Rescue of research ship stuck in Antarctic ice stalled
Chinese icebreaker unable to reach Russian ship MV Akademik Shokalskiy due to thick ice
A Chinese icebreaker that was en route to rescue a ship trapped in Antarctic ice was forced to turn back on Saturday after being unable to push its way through the heavy sea ice.
The Snow Dragon icebreaker came within 11 kilometres of the Russian ship MV Akademik Shokalskiy, which has been stuck since Christmas Eve, but had to retreat after the ice became too thick, said expedition spokesman Alvin Stone.
The Akademik Shokalskiy, which has been on a research expedition to Antarctica, got stuck Tuesday after a blizzard's whipping winds pushed the sea ice around the ship, freezing it in place. The ship wasn't in danger of sinking, and there are weeks' worth of supplies for the 74 scientists, tourists and crew on board, but the vessel cannot move.
Three icebreakers, including the Snow Dragon, have been trying to reach the ship since Wednesday. France's L'Astrolabe made it to the edge of the sea ice surrounding the ship on Saturday, but called off its mission after it, too, failed to break through, said Lisa Martin, spokesperson for the Australian Maritime Safety Authority, which is coordinating the rescue.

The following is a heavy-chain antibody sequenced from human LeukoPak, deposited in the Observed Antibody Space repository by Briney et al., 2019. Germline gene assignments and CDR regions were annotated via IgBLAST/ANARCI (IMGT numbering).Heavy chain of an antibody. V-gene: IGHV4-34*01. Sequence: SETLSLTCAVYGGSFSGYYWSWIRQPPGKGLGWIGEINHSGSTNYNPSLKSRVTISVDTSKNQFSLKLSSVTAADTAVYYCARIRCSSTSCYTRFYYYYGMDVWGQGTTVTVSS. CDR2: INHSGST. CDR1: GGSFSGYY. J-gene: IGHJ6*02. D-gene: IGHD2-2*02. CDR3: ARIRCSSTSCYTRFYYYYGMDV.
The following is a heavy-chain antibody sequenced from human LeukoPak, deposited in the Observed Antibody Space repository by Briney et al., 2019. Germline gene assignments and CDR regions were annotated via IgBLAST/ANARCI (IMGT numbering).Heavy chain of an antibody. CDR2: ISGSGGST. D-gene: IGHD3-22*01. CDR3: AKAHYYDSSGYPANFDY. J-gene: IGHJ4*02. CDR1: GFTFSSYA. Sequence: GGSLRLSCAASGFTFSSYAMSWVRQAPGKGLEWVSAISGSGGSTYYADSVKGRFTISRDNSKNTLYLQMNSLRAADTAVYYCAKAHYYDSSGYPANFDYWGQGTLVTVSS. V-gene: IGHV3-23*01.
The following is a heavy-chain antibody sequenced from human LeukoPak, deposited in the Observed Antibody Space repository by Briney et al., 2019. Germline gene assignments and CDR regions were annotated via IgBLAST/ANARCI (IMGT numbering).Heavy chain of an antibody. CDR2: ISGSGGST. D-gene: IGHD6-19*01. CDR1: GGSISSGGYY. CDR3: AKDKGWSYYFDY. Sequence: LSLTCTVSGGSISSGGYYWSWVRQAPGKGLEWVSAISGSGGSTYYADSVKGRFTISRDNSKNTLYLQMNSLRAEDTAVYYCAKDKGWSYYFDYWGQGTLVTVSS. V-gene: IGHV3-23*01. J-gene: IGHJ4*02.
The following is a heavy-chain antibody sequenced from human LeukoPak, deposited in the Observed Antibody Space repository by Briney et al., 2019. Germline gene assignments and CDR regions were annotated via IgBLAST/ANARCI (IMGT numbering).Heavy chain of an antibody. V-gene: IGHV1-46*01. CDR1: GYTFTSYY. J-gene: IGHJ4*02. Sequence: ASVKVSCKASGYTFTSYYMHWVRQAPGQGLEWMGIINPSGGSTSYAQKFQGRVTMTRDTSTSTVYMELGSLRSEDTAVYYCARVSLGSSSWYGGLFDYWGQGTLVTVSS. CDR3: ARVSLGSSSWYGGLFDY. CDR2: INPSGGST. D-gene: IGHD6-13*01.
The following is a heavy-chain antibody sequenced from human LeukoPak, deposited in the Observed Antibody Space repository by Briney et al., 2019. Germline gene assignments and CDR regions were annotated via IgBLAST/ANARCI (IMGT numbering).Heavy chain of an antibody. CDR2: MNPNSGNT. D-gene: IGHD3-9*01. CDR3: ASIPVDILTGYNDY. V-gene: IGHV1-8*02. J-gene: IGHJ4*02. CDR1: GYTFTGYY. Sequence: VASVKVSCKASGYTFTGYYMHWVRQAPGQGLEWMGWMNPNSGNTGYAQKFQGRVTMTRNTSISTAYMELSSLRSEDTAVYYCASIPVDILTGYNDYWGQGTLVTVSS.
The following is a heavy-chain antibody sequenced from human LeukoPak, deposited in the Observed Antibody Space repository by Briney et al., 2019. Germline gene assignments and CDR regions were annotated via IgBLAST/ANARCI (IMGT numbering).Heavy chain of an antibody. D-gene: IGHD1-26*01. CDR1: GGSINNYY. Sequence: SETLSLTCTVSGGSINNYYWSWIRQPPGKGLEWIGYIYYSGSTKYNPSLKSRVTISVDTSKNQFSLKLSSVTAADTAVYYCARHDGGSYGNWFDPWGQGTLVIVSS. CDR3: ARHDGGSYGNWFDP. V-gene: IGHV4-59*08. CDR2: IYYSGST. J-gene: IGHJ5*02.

The third icebreaker, Australia's Aurora Australis, has the best chance of cutting through the ice, and is expected to arrive on Sunday, Martin said. The Snow Dragon will remain in the area in case its help is needed.
"I think we're probably looking at another 24 hours of twiddling our fingers and waiting for something to happen," said Stone, the expedition spokesperson.
Scientists continue research
The scientific team on board the research ship — which left New Zealand on Nov. 28 — had been recreating Australian explorer Douglas Mawson's century-old voyage to Antarctica when it became trapped. They plan to continue their expedition after they are freed, expedition leader Chris Turney said.
Passengers and crew initially had to contend with blizzard conditions, including winds up to 70 kilometres per hour, but the weather has calmed considerably since then, Turney said.
Despite the interruption to the expedition, the scientists have continued their research while stuck, counting birds in the area and drilling through the ice surrounding the ship to photograph sea life. Those on board also managed to celebrate the holiday with a traditional Christmas feast and a "Secret Santa" gift exchange, which helped keep everyone's spirits high, Turney said.